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Self-organization and positioning of bacterial protein clusters


Many cellular processes require proteins to be precisely positioned within the cell. In some cases this can be attributed to passive mechanisms such as recruitment by other proteins in the cell or by exploiting the curvature of the membrane. However, in bacteria, active self-positioning is likely to play a role in multiple processes, including the positioning of the future site of cell division and cytoplasmic protein clusters. How can such dynamic clusters be formed and positioned? Here, we present a model for the self-organization and positioning of dynamic protein clusters into regularly repeating patterns based on a phase-locked Turing pattern. A single peak in the concentration is always positioned at the midpoint of the model cell, and two peaks are positioned at the midpoint of each half. Furthermore, domain growth results in peak splitting and pattern doubling. We argue that the model may explain the regular positioning of the highly conserved structural maintenance of chromosomes complexes on the bacterial nucleoid and that it provides an attractive mechanism for the self-positioning of dynamic protein clusters in other systems.

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Figure 1: A self-positioning Turing pattern.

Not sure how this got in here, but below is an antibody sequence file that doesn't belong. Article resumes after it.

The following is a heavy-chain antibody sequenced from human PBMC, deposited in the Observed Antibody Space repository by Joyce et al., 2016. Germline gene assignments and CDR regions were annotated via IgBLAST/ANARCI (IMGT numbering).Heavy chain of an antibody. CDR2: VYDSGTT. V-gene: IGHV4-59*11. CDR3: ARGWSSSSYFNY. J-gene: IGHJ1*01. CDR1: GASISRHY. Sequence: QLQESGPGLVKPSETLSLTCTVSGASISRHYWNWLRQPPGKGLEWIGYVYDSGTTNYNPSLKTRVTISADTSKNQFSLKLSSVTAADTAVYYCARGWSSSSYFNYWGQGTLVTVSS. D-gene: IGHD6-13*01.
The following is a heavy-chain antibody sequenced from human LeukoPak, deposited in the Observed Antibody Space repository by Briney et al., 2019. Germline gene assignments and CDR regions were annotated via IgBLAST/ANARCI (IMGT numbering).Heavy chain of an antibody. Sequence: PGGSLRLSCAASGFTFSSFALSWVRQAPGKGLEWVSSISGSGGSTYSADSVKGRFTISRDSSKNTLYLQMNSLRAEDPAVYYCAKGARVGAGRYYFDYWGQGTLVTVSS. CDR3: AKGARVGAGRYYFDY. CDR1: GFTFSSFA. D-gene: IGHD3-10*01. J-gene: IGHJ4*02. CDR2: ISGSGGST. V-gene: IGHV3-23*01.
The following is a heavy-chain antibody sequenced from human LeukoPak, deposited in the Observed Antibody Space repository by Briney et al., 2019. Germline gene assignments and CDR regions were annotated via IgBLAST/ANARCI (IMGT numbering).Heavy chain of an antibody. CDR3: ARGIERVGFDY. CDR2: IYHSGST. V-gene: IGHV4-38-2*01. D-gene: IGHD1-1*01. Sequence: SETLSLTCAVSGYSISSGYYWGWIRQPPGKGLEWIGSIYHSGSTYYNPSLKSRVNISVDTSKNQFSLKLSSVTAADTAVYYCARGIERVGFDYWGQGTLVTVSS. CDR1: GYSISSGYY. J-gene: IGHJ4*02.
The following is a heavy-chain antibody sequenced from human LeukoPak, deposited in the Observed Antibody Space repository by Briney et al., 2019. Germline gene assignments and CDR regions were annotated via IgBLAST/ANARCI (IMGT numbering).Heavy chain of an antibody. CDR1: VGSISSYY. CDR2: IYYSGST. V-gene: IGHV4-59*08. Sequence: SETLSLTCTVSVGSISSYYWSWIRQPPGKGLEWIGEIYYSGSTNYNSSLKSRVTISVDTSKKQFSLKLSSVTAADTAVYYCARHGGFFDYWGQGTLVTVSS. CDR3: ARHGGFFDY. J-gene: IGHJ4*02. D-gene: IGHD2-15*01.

Figure 2: Pattern splitting during exponential domain growth.
Figure 3: The model provides an explanation for MukBEF clustering and splitting.
Figure 4: Effects of inhomogeneous binding during exponential growth.


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We thank D. Sherratt for providing strain AB45 and R. Colin, U. Endesfelder, P. Graumann, M. Howard, S. Jun and A. Paulick for discussions and/or comments on the manuscript. This work was supported by the German Federal Ministry of Education and Research and the Max Planck Society in the framework of the research network MaxSynBio.

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S.M.M. initiated the work, conceived the model and designed and performed simulations and experiments. V.S. contributed to experiment design. Both authors discussed the results and implications. S.M.M. wrote the initial draft of the manuscript. Both authors edited subsequent and final versions of the manuscript.

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Correspondence to Seán M. Murray.

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The authors declare no competing financial interests.

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Murray, S., Sourjik, V. Self-organization and positioning of bacterial protein clusters. Nature Phys 13, 1006–1013 (2017).

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